Thu | Apr 9, 2020

Immigration Corner | How do I fix this misunderstanding?

Published:Tuesday | May 24, 2016 | 12:00 AM

Dear Ms Powell,

About three years ago, I visited my aunt who was ill in Canada. I had a return ticket but my grandmother had surgery, so I stayed an extra 10 days to help out. I bought a one-way ticket back home. My aunt has recently passed away and I would like to attend the funeral. I tried to visit her last year and I was turned back. What can I do?

- E.E.


Dear E.E.,

When an individual stays longer than the time granted, this could lead to a removal order and you will be deemed inadmissible to Canada. In order to overcome this hurdle, you may need an Authorisation to Return to Canada (ARC).

The Immigration and Refugee Protection Act (IRPA) 52 (1) states that if a removal order has been enforced, the foreign national shall not return to Canada unless authorised by an officer or in other prescribed circumstances.

There are three types of removal orders and whether you need to apply for an ARC depends on the circumstances surrounding your departure from Canada. What document did you receive before you departed? Did you receive a departure order, exclusion order or a deportation order?

For a departure order, where you left within the 30 days required and you verified your departure, you do not need an ARC. However, you will be subject to scrutiny by an immigration officer upon landing in Canada. Similarly, if you were issued an exclusion order, have a certificate of departure and 12 months have passed, you do not need an ARC. A deportation order requires an ARC application.

In your circumstances, since you were turned back the last time you attempted to travel to Canada, it appears that you will need to apply for an ARC. This could be because you left without notifying the Canadian authorities of the date you actually left Canada.

The ARC application fee is CDN$400. You must provide a detailed letter explaining the circumstances or reasons for your overstaying. This is bearing in mind that you had the option to submit an application to change conditions or extend your stay in Canada as a visitor and you failed to do so at the time.

You will need to provide proof of your grandmother's illness and surgery. You will also need to provide additional proof that you, in fact, left at the time you indicated. You will also need to submit details of your reason for wishing to return to Canada and convincing arguments to show that you will not overstay again. Your aunt's death certificate is also very important.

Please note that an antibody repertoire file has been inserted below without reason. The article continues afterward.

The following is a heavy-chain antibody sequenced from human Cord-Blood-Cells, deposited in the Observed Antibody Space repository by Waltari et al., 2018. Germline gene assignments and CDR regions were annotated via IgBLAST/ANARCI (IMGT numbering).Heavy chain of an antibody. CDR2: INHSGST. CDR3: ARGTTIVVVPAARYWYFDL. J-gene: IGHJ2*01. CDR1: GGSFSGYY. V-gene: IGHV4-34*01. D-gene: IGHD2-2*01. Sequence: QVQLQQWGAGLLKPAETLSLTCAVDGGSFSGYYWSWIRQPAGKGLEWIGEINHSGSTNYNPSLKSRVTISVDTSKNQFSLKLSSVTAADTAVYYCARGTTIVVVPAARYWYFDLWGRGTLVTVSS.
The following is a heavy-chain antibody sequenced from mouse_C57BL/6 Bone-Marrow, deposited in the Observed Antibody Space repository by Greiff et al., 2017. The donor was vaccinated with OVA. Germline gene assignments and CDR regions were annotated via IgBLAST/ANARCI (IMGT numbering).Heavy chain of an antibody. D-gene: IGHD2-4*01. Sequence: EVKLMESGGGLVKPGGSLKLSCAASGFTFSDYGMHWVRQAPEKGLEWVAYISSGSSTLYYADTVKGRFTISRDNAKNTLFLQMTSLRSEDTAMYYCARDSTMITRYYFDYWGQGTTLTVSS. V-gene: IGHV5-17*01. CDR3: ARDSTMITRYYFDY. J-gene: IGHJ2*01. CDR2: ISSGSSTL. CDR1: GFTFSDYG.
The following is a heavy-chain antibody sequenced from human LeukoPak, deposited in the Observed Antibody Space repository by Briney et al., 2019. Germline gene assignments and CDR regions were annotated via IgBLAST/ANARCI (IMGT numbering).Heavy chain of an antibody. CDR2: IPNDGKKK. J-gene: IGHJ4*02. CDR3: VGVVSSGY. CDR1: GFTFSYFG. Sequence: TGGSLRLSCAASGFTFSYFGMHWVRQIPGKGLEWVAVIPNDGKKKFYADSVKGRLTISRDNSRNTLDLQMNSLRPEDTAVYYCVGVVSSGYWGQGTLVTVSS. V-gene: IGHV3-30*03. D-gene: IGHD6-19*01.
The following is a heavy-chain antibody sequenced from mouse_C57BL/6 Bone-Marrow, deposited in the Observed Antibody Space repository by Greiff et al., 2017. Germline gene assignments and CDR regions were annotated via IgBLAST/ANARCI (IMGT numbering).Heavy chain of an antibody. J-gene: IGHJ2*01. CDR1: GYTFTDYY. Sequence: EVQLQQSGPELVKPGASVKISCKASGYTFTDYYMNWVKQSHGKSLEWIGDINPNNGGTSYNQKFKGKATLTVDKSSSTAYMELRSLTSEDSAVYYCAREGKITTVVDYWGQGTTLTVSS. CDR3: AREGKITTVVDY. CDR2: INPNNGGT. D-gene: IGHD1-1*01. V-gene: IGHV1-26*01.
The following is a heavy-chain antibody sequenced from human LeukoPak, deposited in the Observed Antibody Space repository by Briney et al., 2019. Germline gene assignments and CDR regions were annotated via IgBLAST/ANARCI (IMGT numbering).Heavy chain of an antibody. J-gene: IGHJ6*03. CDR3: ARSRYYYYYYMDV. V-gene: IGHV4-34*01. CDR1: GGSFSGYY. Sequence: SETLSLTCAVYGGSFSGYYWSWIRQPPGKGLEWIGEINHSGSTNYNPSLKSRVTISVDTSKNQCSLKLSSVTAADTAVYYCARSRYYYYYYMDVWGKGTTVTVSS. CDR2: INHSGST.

A completed Temporary Resident Visa application form and all the usual documents to show your ties to your home country are also necessary. You also need to show proof that you are committed to returning at the end of the time granted. Include documents such as a job letter, bank statement, proof of assets, membership in professional or community organisations, marriage certificate and birth certificates of your children, if applicable.

Meeting the minimum requirements for the issuance of a temporary resident/ visitor's visa is not enough. The authorities will look at the circumstances leading to the removal order and whether the circumstance has changed. Therefore, you must submit compelling arguments to convince a visa officer that you are not a threat to the Canadian society and that they can trust you to comply with their rules and regulations this time.

You appear to have compelling arguments. Therefore, your challenge will be to provide the relevant proof. Bare statements will not be accepted. You must submit documents to substantiate your application.

- Deidre S. Powell is a lawyer, mediator and notary public. Submit your questions and comments to email: Subject line: Immigration, or call 613.695.8777